ALAMEDA -- The public can weigh in on a developer's proposal to build homes at the site of the Harbor Bay Club when the Planning Board gathers comments Monday on what a draft environmental impact report for the project should contain.
Along with the construction of 80 single-family homes, developer Ron Cowan's Harbor Bay Isle Associates wants to replace the fitness club with an expanded facility at the Harbor Bay Business Park.
Some neighbors of the club are against the proposal, saying it will generate too much traffic and cause other problems. But others, including property owners at the business park, support it.
The comments that the board will gather Monday will help set the scope of the draft EIR, which should be completed within about three to six months, City Planner Andrew Thomas said.
Additional public hearings will take place, including on the findings of a final EIR, before the City Council will consider possibly approving the project, Thomas said.
The current health and fitness club at 200 Packet Landing Road sits on 12 acres and features a spa, a 25-meter heated swimming pool and 19 tennis courts.
Cowan's proposal to build homes on the property comes more than a year after the City Council rejected his plan to build up to 130 homes on a portion of the city-owned Chuck Corica Golf Complex in exchange for 12 acres at the business park for public sports fields.
Harbor Bay Neighbors, a group campaigning against the current proposal, say the fitness club cannot be relocated because city officials originally approved it as a replacement for a recreation center for local homeowner associations, and that the club's primary purpose has been to serve Harbor Bay residents.
But supporters of the current plan say nearby residents could still use the new facility and that its proposed location is within the bounds of Harbor Bay's original master plan.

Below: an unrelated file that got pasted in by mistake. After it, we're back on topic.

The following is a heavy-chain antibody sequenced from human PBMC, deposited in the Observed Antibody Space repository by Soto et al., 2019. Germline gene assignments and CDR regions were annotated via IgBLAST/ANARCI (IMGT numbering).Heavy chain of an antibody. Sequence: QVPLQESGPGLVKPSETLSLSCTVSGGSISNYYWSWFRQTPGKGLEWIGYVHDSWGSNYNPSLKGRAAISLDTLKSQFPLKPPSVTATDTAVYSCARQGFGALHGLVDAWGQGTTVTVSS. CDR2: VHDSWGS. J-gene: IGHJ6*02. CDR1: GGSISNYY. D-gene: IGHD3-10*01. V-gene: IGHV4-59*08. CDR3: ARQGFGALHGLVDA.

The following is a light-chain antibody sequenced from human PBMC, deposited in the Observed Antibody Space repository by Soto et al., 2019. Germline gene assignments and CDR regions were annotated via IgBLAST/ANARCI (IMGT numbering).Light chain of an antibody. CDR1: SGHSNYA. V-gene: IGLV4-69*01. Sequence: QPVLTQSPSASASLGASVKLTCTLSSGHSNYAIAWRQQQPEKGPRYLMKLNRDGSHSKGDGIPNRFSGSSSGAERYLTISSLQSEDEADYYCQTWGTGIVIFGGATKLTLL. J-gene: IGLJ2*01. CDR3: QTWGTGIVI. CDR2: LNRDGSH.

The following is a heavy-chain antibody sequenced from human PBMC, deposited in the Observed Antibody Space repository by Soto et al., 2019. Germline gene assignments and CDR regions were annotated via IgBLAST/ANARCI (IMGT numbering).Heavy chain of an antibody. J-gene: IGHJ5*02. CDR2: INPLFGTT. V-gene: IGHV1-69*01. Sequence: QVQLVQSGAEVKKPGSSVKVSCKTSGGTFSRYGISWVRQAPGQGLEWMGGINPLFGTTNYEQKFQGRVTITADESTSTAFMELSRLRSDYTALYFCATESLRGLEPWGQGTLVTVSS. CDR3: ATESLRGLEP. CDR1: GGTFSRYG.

Marcy Marks of the Harbor Bay Business Park Association said in an Oct. 11 letter to the Planning Board that the proposal to build the fitness club at the park enjoys "widespread support" among its members. More than 80 companies, including a Peets Coffee & Tea roasting and packaging facility, are located in the park and employ 5,000 people.
The association backs the developer's proposal because a fitness club "will provide a conveniently located facility for employees of companies in the business park and also help attract companies into the business park," Marks said.
The new fitness club would feature multiple pools and other amenities and would be built on about nine acres on North Loop Road near the Chinese Christian School and the KinderCare Learning Center. Zoning and other issues prevent the developer from building the proposed 80 homes at the park.
If city officials approve the plan, the current club would remain open until the new facility is built, when work would then begin on the homes.
Reach Peter Hegarty at 510-748-1654 or follow him on Twitter.com/Peter_Hegarty.
The Planning Board will meet at 7 p.m. Monday in the Council Chambers at City Hall, 2263 Santa Clara Ave.